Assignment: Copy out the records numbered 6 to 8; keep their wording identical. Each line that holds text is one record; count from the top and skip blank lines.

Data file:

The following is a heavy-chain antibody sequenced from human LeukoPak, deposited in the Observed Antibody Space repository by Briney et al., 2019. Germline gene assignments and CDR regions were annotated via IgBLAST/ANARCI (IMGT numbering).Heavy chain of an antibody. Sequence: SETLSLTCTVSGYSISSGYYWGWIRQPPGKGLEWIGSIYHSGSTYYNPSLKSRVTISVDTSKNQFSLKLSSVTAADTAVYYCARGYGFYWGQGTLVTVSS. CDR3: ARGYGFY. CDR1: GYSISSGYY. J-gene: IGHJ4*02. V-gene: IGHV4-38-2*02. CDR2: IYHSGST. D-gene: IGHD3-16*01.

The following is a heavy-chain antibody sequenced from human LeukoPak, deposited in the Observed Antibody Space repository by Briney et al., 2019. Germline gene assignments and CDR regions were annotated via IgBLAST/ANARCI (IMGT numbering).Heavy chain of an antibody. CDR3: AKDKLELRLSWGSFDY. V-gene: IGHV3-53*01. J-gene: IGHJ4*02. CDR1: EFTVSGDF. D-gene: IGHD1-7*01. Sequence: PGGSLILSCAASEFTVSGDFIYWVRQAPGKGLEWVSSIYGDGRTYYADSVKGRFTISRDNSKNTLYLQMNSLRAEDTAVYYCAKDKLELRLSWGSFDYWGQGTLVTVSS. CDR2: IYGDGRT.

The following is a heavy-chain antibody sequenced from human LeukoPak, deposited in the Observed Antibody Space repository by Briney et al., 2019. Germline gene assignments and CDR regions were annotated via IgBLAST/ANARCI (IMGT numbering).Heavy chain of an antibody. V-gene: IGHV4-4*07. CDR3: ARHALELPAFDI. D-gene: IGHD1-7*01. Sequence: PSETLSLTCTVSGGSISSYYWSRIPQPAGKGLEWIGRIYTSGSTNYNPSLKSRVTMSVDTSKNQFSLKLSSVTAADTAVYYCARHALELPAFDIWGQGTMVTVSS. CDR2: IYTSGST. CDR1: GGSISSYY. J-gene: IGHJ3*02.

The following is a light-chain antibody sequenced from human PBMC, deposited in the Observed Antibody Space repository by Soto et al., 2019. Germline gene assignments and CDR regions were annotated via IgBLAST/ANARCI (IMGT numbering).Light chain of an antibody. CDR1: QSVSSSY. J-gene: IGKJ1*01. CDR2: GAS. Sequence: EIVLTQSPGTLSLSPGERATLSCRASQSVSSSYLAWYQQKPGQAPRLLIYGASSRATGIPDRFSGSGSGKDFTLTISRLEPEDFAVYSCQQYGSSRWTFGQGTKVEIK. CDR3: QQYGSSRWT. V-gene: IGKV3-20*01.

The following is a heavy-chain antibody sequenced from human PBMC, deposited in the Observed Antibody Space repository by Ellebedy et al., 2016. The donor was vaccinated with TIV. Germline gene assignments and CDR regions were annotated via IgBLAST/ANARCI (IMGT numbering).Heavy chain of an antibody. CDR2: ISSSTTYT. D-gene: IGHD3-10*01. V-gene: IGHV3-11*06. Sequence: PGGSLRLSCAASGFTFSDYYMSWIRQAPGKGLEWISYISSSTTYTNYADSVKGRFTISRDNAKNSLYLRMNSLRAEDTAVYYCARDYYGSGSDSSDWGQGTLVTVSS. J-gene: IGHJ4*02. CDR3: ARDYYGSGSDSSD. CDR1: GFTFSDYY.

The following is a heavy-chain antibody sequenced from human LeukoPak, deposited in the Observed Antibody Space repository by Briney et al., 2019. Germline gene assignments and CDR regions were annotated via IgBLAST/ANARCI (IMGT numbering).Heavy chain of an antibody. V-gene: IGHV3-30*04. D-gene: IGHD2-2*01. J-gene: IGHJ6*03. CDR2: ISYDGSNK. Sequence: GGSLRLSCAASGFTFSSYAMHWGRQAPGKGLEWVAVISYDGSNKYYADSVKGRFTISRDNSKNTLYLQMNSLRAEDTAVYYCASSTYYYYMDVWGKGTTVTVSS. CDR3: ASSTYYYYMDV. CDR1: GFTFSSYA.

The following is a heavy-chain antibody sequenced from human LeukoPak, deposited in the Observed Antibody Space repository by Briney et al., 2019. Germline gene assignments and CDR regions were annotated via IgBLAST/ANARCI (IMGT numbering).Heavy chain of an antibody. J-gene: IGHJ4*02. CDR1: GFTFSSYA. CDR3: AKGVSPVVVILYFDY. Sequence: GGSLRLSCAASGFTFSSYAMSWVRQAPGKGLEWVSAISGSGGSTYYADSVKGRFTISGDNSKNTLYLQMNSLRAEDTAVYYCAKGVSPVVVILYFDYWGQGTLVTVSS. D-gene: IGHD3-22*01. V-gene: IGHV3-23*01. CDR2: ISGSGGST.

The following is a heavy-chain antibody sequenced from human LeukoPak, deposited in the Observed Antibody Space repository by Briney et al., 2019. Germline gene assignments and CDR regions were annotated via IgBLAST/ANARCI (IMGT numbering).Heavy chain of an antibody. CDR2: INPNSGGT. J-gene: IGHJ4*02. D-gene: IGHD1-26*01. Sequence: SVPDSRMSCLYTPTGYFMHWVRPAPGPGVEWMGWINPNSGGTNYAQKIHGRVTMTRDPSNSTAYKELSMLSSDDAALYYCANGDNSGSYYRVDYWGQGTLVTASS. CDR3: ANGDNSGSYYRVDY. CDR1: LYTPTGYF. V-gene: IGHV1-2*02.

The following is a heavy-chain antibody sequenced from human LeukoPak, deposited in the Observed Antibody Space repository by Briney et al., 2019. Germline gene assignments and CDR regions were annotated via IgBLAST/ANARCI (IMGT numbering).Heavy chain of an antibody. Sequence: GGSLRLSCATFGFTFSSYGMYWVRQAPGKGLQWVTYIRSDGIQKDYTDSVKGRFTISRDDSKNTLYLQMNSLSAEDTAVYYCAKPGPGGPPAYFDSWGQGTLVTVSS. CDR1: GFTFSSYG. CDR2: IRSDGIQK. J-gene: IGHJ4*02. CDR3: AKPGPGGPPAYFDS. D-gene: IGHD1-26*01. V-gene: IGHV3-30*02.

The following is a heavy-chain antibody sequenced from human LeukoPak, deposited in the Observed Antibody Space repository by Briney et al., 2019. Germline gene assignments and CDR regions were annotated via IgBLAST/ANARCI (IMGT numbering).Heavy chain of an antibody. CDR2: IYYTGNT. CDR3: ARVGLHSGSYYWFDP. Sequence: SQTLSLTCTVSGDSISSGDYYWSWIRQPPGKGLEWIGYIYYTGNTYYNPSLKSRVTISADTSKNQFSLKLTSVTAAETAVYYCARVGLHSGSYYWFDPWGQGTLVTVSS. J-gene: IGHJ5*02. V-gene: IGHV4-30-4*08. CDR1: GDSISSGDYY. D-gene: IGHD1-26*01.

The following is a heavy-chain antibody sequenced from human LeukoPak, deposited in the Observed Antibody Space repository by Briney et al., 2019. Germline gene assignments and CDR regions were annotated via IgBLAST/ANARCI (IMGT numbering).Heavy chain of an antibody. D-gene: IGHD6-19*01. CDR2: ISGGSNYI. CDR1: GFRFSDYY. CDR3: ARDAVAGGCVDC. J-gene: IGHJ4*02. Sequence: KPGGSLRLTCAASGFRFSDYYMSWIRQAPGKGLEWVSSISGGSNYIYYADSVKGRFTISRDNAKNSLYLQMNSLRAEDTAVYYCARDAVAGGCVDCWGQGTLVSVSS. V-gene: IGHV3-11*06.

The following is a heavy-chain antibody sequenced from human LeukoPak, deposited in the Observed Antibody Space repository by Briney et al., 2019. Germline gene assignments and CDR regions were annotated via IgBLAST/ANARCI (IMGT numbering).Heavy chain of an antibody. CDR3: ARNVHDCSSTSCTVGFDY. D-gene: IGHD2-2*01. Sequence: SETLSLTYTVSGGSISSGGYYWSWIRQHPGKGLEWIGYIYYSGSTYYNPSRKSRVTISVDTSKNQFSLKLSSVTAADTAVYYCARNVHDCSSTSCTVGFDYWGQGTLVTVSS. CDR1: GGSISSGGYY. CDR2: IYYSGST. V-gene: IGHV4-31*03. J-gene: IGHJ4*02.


The following is a heavy-chain antibody sequenced from human LeukoPak, deposited in the Observed Antibody Space repository by Briney et al., 2019. Germline gene assignments and CDR regions were annotated via IgBLAST/ANARCI (IMGT numbering).Heavy chain of an antibody. V-gene: IGHV3-30*04. D-gene: IGHD2-2*01. J-gene: IGHJ6*03. CDR2: ISYDGSNK. Sequence: GGSLRLSCAASGFTFSSYAMHWGRQAPGKGLEWVAVISYDGSNKYYADSVKGRFTISRDNSKNTLYLQMNSLRAEDTAVYYCASSTYYYYMDVWGKGTTVTVSS. CDR3: ASSTYYYYMDV. CDR1: GFTFSSYA.

The following is a heavy-chain antibody sequenced from human LeukoPak, deposited in the Observed Antibody Space repository by Briney et al., 2019. Germline gene assignments and CDR regions were annotated via IgBLAST/ANARCI (IMGT numbering).Heavy chain of an antibody. J-gene: IGHJ4*02. CDR1: GFTFSSYA. CDR3: AKGVSPVVVILYFDY. Sequence: GGSLRLSCAASGFTFSSYAMSWVRQAPGKGLEWVSAISGSGGSTYYADSVKGRFTISGDNSKNTLYLQMNSLRAEDTAVYYCAKGVSPVVVILYFDYWGQGTLVTVSS. D-gene: IGHD3-22*01. V-gene: IGHV3-23*01. CDR2: ISGSGGST.

The following is a heavy-chain antibody sequenced from human LeukoPak, deposited in the Observed Antibody Space repository by Briney et al., 2019. Germline gene assignments and CDR regions were annotated via IgBLAST/ANARCI (IMGT numbering).Heavy chain of an antibody. CDR2: INPNSGGT. J-gene: IGHJ4*02. D-gene: IGHD1-26*01. Sequence: SVPDSRMSCLYTPTGYFMHWVRPAPGPGVEWMGWINPNSGGTNYAQKIHGRVTMTRDPSNSTAYKELSMLSSDDAALYYCANGDNSGSYYRVDYWGQGTLVTASS. CDR3: ANGDNSGSYYRVDY. CDR1: LYTPTGYF. V-gene: IGHV1-2*02.